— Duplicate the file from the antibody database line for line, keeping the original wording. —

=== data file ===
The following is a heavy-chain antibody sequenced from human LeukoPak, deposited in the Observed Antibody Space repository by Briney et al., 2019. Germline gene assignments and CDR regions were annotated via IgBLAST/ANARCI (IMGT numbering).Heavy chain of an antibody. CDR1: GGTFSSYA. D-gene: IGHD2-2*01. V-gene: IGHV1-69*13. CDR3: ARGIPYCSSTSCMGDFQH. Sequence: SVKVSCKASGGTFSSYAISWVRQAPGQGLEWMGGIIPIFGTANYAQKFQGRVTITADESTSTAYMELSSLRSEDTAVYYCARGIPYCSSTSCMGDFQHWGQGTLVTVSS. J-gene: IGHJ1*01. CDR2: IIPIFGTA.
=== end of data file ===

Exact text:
The following is a heavy-chain antibody sequenced from human LeukoPak, deposited in the Observed Antibody Space repository by Briney et al., 2019. Germline gene assignments and CDR regions were annotated via IgBLAST/ANARCI (IMGT numbering).Heavy chain of an antibody. CDR1: GGTFSSYA. D-gene: IGHD2-2*01. V-gene: IGHV1-69*13. CDR3: ARGIPYCSSTSCMGDFQH. Sequence: SVKVSCKASGGTFSSYAISWVRQAPGQGLEWMGGIIPIFGTANYAQKFQGRVTITADESTSTAYMELSSLRSEDTAVYYCARGIPYCSSTSCMGDFQHWGQGTLVTVSS. J-gene: IGHJ1*01. CDR2: IIPIFGTA.